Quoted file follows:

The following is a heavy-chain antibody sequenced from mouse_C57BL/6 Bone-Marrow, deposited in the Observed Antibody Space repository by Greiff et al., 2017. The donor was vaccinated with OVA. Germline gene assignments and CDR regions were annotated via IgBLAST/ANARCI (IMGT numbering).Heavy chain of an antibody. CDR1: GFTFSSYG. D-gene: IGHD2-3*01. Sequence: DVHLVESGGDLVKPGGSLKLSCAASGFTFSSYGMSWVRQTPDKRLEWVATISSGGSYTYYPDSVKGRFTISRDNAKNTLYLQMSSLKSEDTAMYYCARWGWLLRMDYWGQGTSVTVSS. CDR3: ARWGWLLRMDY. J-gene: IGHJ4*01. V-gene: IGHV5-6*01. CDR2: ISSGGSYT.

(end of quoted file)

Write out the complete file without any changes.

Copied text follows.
The following is a heavy-chain antibody sequenced from mouse_C57BL/6 Bone-Marrow, deposited in the Observed Antibody Space repository by Greiff et al., 2017. The donor was vaccinated with OVA. Germline gene assignments and CDR regions were annotated via IgBLAST/ANARCI (IMGT numbering).Heavy chain of an antibody. CDR1: GFTFSSYG. D-gene: IGHD2-3*01. Sequence: DVHLVESGGDLVKPGGSLKLSCAASGFTFSSYGMSWVRQTPDKRLEWVATISSGGSYTYYPDSVKGRFTISRDNAKNTLYLQMSSLKSEDTAMYYCARWGWLLRMDYWGQGTSVTVSS. CDR3: ARWGWLLRMDY. J-gene: IGHJ4*01. V-gene: IGHV5-6*01. CDR2: ISSGGSYT.